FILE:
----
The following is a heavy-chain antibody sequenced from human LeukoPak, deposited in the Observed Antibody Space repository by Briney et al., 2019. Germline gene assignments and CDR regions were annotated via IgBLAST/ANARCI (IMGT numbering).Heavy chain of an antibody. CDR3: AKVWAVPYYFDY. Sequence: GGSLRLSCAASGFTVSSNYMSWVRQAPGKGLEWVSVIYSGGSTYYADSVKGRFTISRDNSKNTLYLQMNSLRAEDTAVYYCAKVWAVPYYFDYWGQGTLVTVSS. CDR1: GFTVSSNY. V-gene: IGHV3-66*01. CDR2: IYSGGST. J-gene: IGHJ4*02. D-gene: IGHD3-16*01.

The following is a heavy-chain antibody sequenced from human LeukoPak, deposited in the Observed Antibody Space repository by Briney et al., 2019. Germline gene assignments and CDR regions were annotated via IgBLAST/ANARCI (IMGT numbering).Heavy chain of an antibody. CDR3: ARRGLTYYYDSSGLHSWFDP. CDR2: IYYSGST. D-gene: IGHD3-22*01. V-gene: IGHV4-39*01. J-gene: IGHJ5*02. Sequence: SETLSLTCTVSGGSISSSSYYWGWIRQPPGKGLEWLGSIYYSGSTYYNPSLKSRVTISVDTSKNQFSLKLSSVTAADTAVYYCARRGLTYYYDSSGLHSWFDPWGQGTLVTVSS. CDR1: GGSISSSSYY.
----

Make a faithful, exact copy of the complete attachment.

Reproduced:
The following is a heavy-chain antibody sequenced from human LeukoPak, deposited in the Observed Antibody Space repository by Briney et al., 2019. Germline gene assignments and CDR regions were annotated via IgBLAST/ANARCI (IMGT numbering).Heavy chain of an antibody. CDR3: AKVWAVPYYFDY. Sequence: GGSLRLSCAASGFTVSSNYMSWVRQAPGKGLEWVSVIYSGGSTYYADSVKGRFTISRDNSKNTLYLQMNSLRAEDTAVYYCAKVWAVPYYFDYWGQGTLVTVSS. CDR1: GFTVSSNY. V-gene: IGHV3-66*01. CDR2: IYSGGST. J-gene: IGHJ4*02. D-gene: IGHD3-16*01.

The following is a heavy-chain antibody sequenced from human LeukoPak, deposited in the Observed Antibody Space repository by Briney et al., 2019. Germline gene assignments and CDR regions were annotated via IgBLAST/ANARCI (IMGT numbering).Heavy chain of an antibody. CDR3: ARRGLTYYYDSSGLHSWFDP. CDR2: IYYSGST. D-gene: IGHD3-22*01. V-gene: IGHV4-39*01. J-gene: IGHJ5*02. Sequence: SETLSLTCTVSGGSISSSSYYWGWIRQPPGKGLEWLGSIYYSGSTYYNPSLKSRVTISVDTSKNQFSLKLSSVTAADTAVYYCARRGLTYYYDSSGLHSWFDPWGQGTLVTVSS. CDR1: GGSISSSSYY.